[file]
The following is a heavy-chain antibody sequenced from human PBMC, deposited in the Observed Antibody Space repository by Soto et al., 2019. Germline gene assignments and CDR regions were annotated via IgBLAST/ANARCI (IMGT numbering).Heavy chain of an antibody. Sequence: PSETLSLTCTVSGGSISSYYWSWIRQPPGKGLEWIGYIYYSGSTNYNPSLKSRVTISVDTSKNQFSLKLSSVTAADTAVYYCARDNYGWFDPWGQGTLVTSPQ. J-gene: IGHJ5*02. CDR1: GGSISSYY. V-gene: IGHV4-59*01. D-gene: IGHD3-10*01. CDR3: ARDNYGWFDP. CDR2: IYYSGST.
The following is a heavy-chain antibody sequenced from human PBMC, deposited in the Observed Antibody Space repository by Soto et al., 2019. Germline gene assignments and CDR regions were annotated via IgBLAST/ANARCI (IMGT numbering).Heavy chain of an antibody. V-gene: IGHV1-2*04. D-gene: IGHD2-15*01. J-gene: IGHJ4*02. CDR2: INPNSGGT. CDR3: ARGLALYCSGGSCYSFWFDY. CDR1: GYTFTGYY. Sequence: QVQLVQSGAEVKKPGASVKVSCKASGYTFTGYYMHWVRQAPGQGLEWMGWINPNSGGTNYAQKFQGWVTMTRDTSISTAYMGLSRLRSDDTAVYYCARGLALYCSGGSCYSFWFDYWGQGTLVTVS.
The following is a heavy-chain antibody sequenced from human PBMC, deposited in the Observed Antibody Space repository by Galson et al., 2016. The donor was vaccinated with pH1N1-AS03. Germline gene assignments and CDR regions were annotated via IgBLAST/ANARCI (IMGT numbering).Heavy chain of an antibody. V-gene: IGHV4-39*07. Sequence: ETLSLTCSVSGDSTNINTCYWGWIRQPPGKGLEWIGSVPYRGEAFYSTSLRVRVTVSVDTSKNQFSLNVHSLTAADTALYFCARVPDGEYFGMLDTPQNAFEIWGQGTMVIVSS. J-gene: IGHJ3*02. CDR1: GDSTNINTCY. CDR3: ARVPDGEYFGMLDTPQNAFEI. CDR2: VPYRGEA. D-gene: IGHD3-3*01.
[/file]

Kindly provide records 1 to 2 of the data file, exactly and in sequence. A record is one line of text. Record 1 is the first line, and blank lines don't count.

The following is a heavy-chain antibody sequenced from human PBMC, deposited in the Observed Antibody Space repository by Soto et al., 2019. Germline gene assignments and CDR regions were annotated via IgBLAST/ANARCI (IMGT numbering).Heavy chain of an antibody. Sequence: PSETLSLTCTVSGGSISSYYWSWIRQPPGKGLEWIGYIYYSGSTNYNPSLKSRVTISVDTSKNQFSLKLSSVTAADTAVYYCARDNYGWFDPWGQGTLVTSPQ. J-gene: IGHJ5*02. CDR1: GGSISSYY. V-gene: IGHV4-59*01. D-gene: IGHD3-10*01. CDR3: ARDNYGWFDP. CDR2: IYYSGST.
The following is a heavy-chain antibody sequenced from human PBMC, deposited in the Observed Antibody Space repository by Soto et al., 2019. Germline gene assignments and CDR regions were annotated via IgBLAST/ANARCI (IMGT numbering).Heavy chain of an antibody. V-gene: IGHV1-2*04. D-gene: IGHD2-15*01. J-gene: IGHJ4*02. CDR2: INPNSGGT. CDR3: ARGLALYCSGGSCYSFWFDY. CDR1: GYTFTGYY. Sequence: QVQLVQSGAEVKKPGASVKVSCKASGYTFTGYYMHWVRQAPGQGLEWMGWINPNSGGTNYAQKFQGWVTMTRDTSISTAYMGLSRLRSDDTAVYYCARGLALYCSGGSCYSFWFDYWGQGTLVTVS.